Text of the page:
First things first: Starting Monday, Pig and the Lady is raising the dessert bar with new creations by Vintage Cave’s original pastry chef. Rachel Murai, the homegrown Nobu Waikiki alum hand-picked by former Cave chef Chris Kajioka “because she’s crazy. She’s the best,” joined the crew of the Pig last week. Her desserts will start appearing at the Chinatown resto this Monday at lunch and then every day at lunch and dinner.
That’s the first step in a broader vision to turn the Pig into a late-night dessert destination. Part 2 happens two to three months down the line, when a new pastry kitchen and dessert counter helmed by Murai are slated to debut. Expect ice cream and soft-serve machines, plus seating for maybe 15 people or more and takeout cookies and pastries, many of which will make their way to the Pig’s farmers’ market booths.
“It’s what I’ve always wanted,” Murai says, “something casual, where my friends or family can come in and hang out. At the Cave it was more like, I’ll meet you by the elevator. Here, even if I’m busy, everyone will be right here on the other side of the counter.”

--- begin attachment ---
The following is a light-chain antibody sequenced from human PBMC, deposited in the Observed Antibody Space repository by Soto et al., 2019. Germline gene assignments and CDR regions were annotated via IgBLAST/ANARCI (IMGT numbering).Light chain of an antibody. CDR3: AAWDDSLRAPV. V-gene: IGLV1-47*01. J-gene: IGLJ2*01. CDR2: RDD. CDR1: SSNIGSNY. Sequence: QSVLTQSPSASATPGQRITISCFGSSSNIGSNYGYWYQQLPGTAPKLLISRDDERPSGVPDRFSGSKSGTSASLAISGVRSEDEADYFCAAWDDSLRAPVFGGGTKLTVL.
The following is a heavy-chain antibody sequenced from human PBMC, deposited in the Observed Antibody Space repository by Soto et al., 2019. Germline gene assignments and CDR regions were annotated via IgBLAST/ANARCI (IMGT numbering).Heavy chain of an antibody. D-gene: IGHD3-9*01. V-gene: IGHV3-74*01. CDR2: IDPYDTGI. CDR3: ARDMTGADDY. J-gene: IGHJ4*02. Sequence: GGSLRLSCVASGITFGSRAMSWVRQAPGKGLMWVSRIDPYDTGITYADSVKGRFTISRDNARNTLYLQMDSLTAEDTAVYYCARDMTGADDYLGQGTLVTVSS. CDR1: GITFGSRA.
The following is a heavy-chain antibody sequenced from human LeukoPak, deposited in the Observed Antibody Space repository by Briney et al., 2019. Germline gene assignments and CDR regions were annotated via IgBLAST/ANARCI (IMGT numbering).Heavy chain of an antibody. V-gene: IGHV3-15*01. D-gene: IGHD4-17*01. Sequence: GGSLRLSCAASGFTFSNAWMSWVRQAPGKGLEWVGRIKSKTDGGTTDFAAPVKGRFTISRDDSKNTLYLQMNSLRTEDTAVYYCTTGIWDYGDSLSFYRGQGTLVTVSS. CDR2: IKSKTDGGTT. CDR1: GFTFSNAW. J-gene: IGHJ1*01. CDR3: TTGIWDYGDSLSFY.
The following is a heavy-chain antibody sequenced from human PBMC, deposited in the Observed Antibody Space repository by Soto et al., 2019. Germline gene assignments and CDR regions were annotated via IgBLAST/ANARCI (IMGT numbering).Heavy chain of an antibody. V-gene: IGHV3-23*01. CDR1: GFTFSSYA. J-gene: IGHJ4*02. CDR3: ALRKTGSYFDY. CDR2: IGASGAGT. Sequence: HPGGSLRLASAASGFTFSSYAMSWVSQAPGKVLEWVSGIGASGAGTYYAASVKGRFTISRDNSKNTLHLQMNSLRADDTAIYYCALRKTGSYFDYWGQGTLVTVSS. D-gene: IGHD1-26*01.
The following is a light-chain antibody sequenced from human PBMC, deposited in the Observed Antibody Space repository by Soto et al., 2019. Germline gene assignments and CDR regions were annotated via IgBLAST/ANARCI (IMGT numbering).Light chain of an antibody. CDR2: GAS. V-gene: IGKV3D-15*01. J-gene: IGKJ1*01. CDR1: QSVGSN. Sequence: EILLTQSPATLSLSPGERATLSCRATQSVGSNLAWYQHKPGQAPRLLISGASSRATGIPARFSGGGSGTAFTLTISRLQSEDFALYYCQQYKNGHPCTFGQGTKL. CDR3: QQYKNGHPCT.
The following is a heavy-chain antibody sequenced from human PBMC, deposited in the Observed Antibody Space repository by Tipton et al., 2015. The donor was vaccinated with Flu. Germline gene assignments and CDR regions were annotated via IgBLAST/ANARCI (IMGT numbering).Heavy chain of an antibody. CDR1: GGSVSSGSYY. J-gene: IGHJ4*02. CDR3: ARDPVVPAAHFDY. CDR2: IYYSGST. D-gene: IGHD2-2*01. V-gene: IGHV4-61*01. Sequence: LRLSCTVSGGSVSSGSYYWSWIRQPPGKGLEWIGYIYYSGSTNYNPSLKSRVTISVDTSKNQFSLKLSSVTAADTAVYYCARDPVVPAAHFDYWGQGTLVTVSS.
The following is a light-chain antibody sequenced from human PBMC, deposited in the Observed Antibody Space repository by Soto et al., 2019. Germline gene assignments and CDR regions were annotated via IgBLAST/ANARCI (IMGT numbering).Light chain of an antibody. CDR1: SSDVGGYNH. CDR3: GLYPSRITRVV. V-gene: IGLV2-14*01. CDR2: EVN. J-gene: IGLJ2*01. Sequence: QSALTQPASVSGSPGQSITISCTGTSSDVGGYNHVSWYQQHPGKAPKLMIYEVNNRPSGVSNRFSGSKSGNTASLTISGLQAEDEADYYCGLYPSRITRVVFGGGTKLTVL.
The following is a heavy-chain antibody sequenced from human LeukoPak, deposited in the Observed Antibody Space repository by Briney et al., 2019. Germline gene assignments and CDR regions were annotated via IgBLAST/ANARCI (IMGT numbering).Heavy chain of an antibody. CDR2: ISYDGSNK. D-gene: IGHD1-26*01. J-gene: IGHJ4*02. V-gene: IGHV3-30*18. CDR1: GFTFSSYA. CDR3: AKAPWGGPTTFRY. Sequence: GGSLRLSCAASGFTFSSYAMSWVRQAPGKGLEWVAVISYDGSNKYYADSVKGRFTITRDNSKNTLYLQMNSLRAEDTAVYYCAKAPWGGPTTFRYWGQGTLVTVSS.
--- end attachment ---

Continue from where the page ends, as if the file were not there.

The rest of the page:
Pig chef-owner Andrew Le says expanding desserts, which have been the domain of revolving sets of hands, including his own, has been a goal for a while. Desserts have ranged from sweet bread ice cream sandwiches with guava jelly to whatever Le dreams up, like paiai topped with chocolate pudding, lilikoi sorbet and shiso leaves. At the Cave, Murai was doing things like peppered beet air, grape and elderflower liqueur bubbles and something she called a truffle ice cream, which was smoked vanilla ice cream with an almond-olive oil crumble, salt flakes and shaved truffle. When Le called Murai to ask her about desserts, she was in Virginia for a few months. So he waited.
The result: sophisticated techniques delivered in the Pig’s homey, accessible style. Murai’s first two desserts will augment some of the Pig’s signature ones, like the avocado cake. Her first offering is chocolate cake, because she says customers always look for chocolate on a dessert menu: layers of Valrhona dark chocolate mousse, fresh lilikoi curd and Dutch cocoa cake soaked in chocolate liqueur, with fresh lilikoi pulp nestled in a long divot under a milk chocolate caramel tuille and a dollop of dulce de leche with cacao nibs on the side. After I took this pic, a P.S. of basil sponge caught Murai’s fancy, so expect that on the plate too.
Her second dessert is roasted coffee kabocha, made with pumpkin chunks roasted with Cafe du Monde coffee and chicory, crisp coffee meringue, candied hazelnuts, orange gelee and pomegranate on frangelico cream. “When the kabocha’s roasting, that coffee flavor comes out in the butter and it caramelizes a little bit,” she says. This one’s a creamy, deep, buttery, crunchy play on Thanksgiving candied yams. You can see that, can’t you?
The Pig & the Lady
83 N. King St.